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Coronavirus: Shaken retailers dream of digital rebirth

By MAX MADDISON, JOURNALIST
2 HOURS AGO JULY 31, 2020 •

Retailers are being battered by falling consumer confidence, but with shoppers migrating online en masse, many expect the pandemic to transform the face of retail.

The Australian Chamber of Commerce and Industry’s third survey of business conditions and confidence reveals a resurgence of infections in Melbourne and Sydney is playing havoc with business confidence.

ACCI chief economist Ross Lambie said insights from the upcoming survey demonstrated that concerns about the outbreak were flowing into investment and employment decisions.

“From the cohort of businesses who have already responded to our latest survey, the decline in revenue has stabilised at exceptionally low levels compared to last year,” Dr Lambie said.

“We are greatly concerned by what businesses are telling us. The combination of low revenue, ongoing costs and debt repayments about to restart is painting a grim picture for the future for many Australian small
businesses.”

Sean Venturi, founder and designer of leisurewear brand Venroy, saw sales “fell off a cliff” in March and purchases tumble again as the outbreak in Melbourne deteriorated, despite his retail stores being based solely
in Sydney and Brisbane.

However, he believes shoppers are slowly acclimatising to the strange new reality of the virus.

“Most people are really re active. As soon as there’s a little bit of bad news, they’ll stop (buying),” Mr Venturi said.

“So there was a pretty instant sales drop off — probably 20 to 30 per cent — as soon as Melbourne started going backwards and we’re finding that it’s slowly crawling back — it’s kind of people are adjusting again.”

While the first outbreak caught many businesses off-guard, wiping $3.4bn from the retail sector in April alone, the lockdown period forced retailers to recalibrate their offerings into the online space, accelerating the movement towards digitalisation.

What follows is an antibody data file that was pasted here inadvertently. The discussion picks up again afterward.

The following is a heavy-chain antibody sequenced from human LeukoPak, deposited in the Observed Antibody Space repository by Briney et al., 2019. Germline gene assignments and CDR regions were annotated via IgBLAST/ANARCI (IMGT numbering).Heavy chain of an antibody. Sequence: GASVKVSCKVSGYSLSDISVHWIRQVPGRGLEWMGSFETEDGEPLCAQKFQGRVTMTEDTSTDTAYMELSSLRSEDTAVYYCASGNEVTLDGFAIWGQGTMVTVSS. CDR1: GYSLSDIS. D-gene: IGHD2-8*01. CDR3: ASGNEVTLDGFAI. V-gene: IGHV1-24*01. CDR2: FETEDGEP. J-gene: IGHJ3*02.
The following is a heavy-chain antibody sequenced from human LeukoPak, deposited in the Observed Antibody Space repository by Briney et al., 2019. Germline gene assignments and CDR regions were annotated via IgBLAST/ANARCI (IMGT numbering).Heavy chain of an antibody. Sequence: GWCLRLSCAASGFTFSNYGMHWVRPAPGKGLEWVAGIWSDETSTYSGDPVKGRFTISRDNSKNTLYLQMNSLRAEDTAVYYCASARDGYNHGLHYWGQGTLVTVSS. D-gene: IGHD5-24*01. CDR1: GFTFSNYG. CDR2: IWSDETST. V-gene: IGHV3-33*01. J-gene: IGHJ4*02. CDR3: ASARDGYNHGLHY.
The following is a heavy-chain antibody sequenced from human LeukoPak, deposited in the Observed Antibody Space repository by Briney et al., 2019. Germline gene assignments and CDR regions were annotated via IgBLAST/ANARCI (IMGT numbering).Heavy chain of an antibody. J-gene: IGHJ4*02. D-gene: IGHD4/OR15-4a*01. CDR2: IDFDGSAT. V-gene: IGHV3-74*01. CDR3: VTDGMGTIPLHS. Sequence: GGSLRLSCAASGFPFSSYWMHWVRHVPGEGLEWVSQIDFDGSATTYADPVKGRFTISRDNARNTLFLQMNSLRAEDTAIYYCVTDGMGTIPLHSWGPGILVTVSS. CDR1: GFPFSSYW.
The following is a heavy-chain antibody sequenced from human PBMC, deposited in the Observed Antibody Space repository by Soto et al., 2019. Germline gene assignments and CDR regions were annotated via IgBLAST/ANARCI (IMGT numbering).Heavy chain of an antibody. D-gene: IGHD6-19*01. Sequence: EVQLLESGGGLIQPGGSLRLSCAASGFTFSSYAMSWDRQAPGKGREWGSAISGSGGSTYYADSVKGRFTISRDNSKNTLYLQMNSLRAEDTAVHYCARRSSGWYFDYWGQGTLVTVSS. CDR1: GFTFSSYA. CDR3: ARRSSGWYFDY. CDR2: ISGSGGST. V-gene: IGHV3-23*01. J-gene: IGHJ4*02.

Australian Retailers Association chief executive Paul Zahra said the pandemic had dragged retailers into the future, for better and for worse.

“There is going to be some immediate pain — the pandemic has been a huge disruptor and sped us towards the future in both good and bad ways,” he said.

“Retailers will be adapting to a new normal, and store footprints are likely to shrink as retailers transform themselves digitally.”

National Retailers Association boss Dominique Lamb said she expected to see shopfronts shrink in response to changing demand but “people still have a need to touch and feel items and enjoy the experience of shopping.

“We predict we will see smaller shop spaces, dedicated to specific consumer needs and wants moving forward,” Ms Lamb said.

Despite sales on Venroy’s online store trading at double compared with last year, Mr Venturi said shopfronts remained central to his retail strategy.

“A physical brick and mortar store is always going to be a better experience. It’s this touch, this feel, there’s a scent in the stores, there’s a personal experience.”

MAX MADDISON, JOURNALIST
Max Maddison is a reporter at The Australian. He graduated from a Bachelor of Politics, Economics and Social Sciences (Hons I) at the University of Sydney. He began working for the paper in 2015 as an Editorial…

 

 

NRA report uncovers alarming retail statistics

By Imogen Bailey | 11 August 2020

The National Retail Association has released its Health and Wellbeing of Australian Retail Workers report, finding that retailers are experiencing increased retail crime and violence.

The report found that 85% of retailers have experienced verbal or physical abuse while trying to prevent crime, while some retailers are reporting up to a 400% increase in aggression and abuse.

Other key findings the NRA uncovered included that up to 100,000 retail workers are experiencing domestic and family violence, 20% of which was reported to continue at work resulting in job loss.

The report also found that retail workers are more likely to have poor nutrition and a lack of non-work exercise creating long term health impacts including obesity, type 2 diabetes, heart disease and cancer.

The purpose of the report is to advocate for better conditions for the 1.5 million people employed in the sector and calls for retail workers to be prioritised and treated as frontline, essential workers.

NRA CEO Dominique Lamb said that the organisation wants to see the government introduce a dedicated program for retailers during the pandemic.

“The retail sector is the second largest workforce in Australia and contributes $329 billion to the economy each year.

“Australia’s 1.5 million retail workers have battled an unprecedented set of challenges during the pandemic.

“Feedback from our members is that they are suffering high levels of stress and anxiety leading to mental health issues and an increase in poor lifestyle choices such as smoking.

“We’d like to see the Government recognise retailers as an essential frontline service and implement a Retail Resilience Program to educate workers on how to cope during the pandemic.

“Areas that require urgent attention include mental health issues, high smoking rates and exposure to violent crime at work,” she said.

The NRA is encouraging retailers to read the report and sign a dedicated petition.

 

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